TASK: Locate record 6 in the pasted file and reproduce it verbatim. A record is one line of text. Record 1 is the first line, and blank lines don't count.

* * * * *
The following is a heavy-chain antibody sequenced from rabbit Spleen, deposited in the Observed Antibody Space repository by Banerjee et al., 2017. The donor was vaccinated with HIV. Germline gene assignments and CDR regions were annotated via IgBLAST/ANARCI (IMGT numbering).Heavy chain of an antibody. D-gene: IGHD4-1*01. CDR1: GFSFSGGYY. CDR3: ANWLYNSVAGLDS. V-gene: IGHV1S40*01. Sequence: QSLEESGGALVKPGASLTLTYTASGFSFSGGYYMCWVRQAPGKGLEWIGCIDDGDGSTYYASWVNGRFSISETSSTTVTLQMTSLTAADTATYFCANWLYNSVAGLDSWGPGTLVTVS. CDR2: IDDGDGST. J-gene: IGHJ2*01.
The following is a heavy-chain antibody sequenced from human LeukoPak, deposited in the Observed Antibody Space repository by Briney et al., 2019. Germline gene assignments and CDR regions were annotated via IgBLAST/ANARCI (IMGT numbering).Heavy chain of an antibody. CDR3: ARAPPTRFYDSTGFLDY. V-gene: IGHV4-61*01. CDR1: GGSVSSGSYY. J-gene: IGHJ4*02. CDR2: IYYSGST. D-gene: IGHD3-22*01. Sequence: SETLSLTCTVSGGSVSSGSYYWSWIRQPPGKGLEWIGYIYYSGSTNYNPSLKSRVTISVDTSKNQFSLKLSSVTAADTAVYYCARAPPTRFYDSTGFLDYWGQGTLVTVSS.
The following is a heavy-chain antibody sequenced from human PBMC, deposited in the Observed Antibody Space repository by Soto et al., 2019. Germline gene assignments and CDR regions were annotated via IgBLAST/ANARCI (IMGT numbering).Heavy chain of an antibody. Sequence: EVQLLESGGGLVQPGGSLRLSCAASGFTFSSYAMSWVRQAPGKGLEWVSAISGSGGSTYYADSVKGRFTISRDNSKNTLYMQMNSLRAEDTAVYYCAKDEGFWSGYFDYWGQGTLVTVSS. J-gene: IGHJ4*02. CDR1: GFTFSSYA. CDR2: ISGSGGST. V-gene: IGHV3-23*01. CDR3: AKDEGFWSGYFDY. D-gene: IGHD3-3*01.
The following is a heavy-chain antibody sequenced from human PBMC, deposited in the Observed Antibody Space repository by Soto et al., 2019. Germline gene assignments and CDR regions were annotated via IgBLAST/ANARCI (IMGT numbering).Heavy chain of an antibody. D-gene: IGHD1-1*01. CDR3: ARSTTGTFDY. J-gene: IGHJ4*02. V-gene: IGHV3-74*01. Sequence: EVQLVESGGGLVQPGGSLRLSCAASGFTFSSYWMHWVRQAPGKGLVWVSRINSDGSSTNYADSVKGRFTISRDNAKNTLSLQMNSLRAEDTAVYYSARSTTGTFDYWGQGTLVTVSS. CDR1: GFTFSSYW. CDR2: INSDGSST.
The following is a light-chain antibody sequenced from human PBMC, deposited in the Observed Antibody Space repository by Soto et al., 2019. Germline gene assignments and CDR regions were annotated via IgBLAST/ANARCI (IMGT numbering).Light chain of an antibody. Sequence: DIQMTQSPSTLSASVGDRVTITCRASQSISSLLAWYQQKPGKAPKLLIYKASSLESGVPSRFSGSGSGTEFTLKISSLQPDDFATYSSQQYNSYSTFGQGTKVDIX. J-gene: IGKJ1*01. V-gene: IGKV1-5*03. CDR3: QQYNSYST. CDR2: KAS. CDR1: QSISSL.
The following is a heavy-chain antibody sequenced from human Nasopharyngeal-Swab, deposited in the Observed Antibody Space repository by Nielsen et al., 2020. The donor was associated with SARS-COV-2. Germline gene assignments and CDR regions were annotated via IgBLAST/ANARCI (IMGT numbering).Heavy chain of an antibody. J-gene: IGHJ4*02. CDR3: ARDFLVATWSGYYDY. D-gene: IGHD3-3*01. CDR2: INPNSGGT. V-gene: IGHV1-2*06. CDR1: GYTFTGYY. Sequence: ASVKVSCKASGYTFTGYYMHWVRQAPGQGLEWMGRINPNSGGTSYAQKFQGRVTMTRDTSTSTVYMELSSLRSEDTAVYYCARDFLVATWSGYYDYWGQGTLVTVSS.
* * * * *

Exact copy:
The following is a heavy-chain antibody sequenced from human Nasopharyngeal-Swab, deposited in the Observed Antibody Space repository by Nielsen et al., 2020. The donor was associated with SARS-COV-2. Germline gene assignments and CDR regions were annotated via IgBLAST/ANARCI (IMGT numbering).Heavy chain of an antibody. J-gene: IGHJ4*02. CDR3: ARDFLVATWSGYYDY. D-gene: IGHD3-3*01. CDR2: INPNSGGT. V-gene: IGHV1-2*06. CDR1: GYTFTGYY. Sequence: ASVKVSCKASGYTFTGYYMHWVRQAPGQGLEWMGRINPNSGGTSYAQKFQGRVTMTRDTSTSTVYMELSSLRSEDTAVYYCARDFLVATWSGYYDYWGQGTLVTVSS.